Tests, vaccines, and treatments would be provided through the regular health care system
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WEDNESDAY, Aug. 17, 2022 (HealthDay News) -- The Biden administration plans to stop buying COVID-19 tests, vaccines, and treatments as early as the fall, White House COVID-19 Response Coordinator Ashish Jha, M.D., said Tuesday.
Under that plan, those products would be provided through the regular health care system, Jha said at an event sponsored by the U.S. Chamber of Commerce Foundation, CNN reported. While the government would still invest in next-generation vaccines and pandemic preparedness, commercialization on tests, vaccines, and treatments would begin this fall and expand in 2023, Jha noted. That transition will require working through regulatory issues, market dynamic issues, and equity issues, he explained.
"Right now, everybody can walk into a CVS and get a vaccine. I want to make sure that when we make this transition, we don't end up at a point where nobody can get a vaccine because we didn't get the transition right," he said.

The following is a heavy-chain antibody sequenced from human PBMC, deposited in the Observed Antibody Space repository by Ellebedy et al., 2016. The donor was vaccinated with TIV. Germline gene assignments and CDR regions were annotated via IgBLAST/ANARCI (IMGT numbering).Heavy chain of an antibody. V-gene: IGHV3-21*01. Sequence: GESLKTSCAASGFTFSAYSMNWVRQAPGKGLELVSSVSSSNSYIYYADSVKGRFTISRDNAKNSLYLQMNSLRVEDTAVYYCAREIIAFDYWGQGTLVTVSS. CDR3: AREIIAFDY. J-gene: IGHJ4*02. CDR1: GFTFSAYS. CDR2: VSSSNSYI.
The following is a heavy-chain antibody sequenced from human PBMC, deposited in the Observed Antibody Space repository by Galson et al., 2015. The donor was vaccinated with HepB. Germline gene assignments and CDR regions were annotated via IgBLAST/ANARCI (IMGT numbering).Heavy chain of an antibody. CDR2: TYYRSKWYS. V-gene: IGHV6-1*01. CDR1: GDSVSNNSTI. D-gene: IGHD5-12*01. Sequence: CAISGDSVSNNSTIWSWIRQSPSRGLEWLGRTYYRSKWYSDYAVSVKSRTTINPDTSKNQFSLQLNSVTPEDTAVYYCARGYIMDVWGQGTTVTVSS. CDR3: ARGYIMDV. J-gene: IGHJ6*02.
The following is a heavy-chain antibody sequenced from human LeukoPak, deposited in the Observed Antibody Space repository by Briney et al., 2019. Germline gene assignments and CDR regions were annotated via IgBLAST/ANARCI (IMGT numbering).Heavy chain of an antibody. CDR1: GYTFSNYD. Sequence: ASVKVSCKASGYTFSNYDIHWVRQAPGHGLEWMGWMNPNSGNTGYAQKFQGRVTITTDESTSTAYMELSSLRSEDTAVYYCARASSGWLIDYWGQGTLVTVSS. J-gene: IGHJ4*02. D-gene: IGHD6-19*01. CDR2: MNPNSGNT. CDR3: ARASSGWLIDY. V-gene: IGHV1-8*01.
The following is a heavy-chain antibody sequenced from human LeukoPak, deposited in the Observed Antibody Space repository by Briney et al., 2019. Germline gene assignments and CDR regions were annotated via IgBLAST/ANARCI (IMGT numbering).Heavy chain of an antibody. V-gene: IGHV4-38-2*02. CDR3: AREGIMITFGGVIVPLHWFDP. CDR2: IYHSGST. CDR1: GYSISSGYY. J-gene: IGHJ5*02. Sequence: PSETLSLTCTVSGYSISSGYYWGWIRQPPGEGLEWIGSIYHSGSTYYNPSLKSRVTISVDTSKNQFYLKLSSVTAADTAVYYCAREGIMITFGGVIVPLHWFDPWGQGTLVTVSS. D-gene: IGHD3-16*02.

A deal for $10 billion in additional COVID-19 funds did not pass Congress this year, so funding was shifted from increasing testing supplies and protective equipment in the national stockpile to buying updated vaccine boosters that offer some protection against new variants of the virus, such as the omicron subvariants BA.4 and BA.5, CNN reported. Those are expected in early to mid-September.
"Those vaccines are coming very, very soon. And so it's going to be really important that people this fall and winter get the new shot. It's designed for the virus that's out there," Jha said. "And again, based on everything we've seen so far, all the data suggests it should be highly effective against the new variants."
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Updated on September 21, 2022
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